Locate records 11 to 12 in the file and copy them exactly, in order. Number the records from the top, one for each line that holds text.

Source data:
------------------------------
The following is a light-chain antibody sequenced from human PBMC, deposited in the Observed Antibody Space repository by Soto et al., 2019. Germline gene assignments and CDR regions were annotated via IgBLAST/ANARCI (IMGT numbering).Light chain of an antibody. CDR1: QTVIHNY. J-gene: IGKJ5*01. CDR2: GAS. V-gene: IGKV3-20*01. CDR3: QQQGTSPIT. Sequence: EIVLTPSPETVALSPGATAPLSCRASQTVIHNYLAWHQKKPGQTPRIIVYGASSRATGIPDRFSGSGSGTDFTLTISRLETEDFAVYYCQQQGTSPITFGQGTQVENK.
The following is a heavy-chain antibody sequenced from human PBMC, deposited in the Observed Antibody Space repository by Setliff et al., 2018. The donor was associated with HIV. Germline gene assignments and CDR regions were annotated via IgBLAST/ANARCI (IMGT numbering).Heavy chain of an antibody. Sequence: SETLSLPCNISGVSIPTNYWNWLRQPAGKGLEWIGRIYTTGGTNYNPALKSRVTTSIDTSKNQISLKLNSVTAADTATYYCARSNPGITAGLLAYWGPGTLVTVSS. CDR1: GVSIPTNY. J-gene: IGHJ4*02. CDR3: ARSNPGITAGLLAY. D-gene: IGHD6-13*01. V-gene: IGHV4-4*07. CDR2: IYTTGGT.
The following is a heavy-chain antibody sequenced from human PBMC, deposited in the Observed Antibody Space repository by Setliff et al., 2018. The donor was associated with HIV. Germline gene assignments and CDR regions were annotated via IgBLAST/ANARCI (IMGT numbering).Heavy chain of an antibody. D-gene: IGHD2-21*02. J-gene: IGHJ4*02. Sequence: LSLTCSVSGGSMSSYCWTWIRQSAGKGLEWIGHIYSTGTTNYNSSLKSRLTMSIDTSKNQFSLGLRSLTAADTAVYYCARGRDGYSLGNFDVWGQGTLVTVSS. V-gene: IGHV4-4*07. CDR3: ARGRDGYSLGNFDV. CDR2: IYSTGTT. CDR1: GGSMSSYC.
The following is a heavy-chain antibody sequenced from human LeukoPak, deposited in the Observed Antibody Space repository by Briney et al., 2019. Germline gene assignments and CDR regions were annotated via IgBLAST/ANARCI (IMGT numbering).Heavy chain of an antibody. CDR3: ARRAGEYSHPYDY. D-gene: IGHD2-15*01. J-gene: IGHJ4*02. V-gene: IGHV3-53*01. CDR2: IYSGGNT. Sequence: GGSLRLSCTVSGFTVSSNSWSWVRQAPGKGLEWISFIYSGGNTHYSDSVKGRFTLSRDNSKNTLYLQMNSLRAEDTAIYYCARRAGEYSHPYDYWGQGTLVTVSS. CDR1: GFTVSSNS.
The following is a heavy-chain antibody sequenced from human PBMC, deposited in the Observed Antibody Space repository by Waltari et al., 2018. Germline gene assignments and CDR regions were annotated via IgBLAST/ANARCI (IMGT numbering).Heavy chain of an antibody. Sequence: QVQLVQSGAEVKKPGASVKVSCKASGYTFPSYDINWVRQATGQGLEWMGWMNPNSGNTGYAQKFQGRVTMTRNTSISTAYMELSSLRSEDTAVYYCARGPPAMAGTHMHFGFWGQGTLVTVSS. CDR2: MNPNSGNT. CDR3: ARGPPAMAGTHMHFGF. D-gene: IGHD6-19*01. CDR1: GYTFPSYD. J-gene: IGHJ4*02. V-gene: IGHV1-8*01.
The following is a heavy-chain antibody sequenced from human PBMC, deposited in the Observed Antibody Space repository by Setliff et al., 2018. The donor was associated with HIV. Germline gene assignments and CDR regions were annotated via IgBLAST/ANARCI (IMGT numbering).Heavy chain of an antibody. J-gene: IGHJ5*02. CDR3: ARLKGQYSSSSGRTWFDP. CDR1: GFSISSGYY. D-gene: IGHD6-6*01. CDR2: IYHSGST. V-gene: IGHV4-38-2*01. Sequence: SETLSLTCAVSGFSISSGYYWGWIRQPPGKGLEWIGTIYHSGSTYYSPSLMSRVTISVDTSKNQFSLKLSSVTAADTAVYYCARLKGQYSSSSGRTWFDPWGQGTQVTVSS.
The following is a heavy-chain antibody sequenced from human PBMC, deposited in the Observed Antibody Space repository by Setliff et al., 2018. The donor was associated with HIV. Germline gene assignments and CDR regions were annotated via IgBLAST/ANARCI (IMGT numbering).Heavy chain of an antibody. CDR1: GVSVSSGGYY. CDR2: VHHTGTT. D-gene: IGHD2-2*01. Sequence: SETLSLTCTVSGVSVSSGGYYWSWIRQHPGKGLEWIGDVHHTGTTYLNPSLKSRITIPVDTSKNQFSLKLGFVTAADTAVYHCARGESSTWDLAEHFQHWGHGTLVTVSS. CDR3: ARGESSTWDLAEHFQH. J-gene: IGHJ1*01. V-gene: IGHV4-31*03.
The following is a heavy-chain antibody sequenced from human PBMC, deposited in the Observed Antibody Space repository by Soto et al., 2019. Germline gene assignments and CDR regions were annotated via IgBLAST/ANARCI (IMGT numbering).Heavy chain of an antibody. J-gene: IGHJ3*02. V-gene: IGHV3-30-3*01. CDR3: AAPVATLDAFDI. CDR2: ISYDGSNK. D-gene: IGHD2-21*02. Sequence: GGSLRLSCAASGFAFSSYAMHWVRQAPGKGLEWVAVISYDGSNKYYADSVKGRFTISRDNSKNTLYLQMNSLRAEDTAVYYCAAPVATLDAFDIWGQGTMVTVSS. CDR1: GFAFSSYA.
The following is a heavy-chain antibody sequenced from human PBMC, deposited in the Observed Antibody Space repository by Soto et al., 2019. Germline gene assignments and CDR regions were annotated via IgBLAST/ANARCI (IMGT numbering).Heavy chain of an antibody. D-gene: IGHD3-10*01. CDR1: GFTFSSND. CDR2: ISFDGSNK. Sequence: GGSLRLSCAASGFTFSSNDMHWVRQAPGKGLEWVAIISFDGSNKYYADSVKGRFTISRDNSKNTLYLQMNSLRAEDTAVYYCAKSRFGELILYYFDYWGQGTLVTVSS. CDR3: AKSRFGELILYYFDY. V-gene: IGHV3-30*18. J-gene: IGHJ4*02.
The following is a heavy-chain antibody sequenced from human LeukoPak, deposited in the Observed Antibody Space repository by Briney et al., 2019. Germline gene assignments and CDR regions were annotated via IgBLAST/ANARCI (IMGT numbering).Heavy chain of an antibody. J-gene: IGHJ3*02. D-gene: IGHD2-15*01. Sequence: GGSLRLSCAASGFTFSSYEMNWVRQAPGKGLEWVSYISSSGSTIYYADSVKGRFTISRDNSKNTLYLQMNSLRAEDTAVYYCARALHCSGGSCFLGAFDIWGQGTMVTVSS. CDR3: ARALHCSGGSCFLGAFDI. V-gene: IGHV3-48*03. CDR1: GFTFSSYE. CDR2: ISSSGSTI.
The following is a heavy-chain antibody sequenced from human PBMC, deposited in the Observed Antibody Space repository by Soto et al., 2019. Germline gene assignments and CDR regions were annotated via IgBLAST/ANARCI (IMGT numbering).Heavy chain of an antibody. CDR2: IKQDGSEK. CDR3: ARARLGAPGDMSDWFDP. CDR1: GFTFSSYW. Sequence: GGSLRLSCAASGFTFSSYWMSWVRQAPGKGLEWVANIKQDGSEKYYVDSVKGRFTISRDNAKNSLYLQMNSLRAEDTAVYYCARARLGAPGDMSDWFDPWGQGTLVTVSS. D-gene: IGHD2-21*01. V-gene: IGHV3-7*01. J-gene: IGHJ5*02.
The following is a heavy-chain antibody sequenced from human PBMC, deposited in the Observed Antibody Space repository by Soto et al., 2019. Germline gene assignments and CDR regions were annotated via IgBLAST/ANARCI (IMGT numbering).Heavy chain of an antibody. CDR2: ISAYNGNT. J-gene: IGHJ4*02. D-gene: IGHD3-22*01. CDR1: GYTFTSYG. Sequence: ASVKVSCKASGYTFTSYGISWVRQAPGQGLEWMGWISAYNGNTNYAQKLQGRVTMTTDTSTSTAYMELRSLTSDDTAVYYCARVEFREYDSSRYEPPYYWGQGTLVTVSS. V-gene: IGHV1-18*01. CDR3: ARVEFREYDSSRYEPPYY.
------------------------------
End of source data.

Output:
The following is a heavy-chain antibody sequenced from human PBMC, deposited in the Observed Antibody Space repository by Soto et al., 2019. Germline gene assignments and CDR regions were annotated via IgBLAST/ANARCI (IMGT numbering).Heavy chain of an antibody. CDR2: IKQDGSEK. CDR3: ARARLGAPGDMSDWFDP. CDR1: GFTFSSYW. Sequence: GGSLRLSCAASGFTFSSYWMSWVRQAPGKGLEWVANIKQDGSEKYYVDSVKGRFTISRDNAKNSLYLQMNSLRAEDTAVYYCARARLGAPGDMSDWFDPWGQGTLVTVSS. D-gene: IGHD2-21*01. V-gene: IGHV3-7*01. J-gene: IGHJ5*02.
The following is a heavy-chain antibody sequenced from human PBMC, deposited in the Observed Antibody Space repository by Soto et al., 2019. Germline gene assignments and CDR regions were annotated via IgBLAST/ANARCI (IMGT numbering).Heavy chain of an antibody. CDR2: ISAYNGNT. J-gene: IGHJ4*02. D-gene: IGHD3-22*01. CDR1: GYTFTSYG. Sequence: ASVKVSCKASGYTFTSYGISWVRQAPGQGLEWMGWISAYNGNTNYAQKLQGRVTMTTDTSTSTAYMELRSLTSDDTAVYYCARVEFREYDSSRYEPPYYWGQGTLVTVSS. V-gene: IGHV1-18*01. CDR3: ARVEFREYDSSRYEPPYY.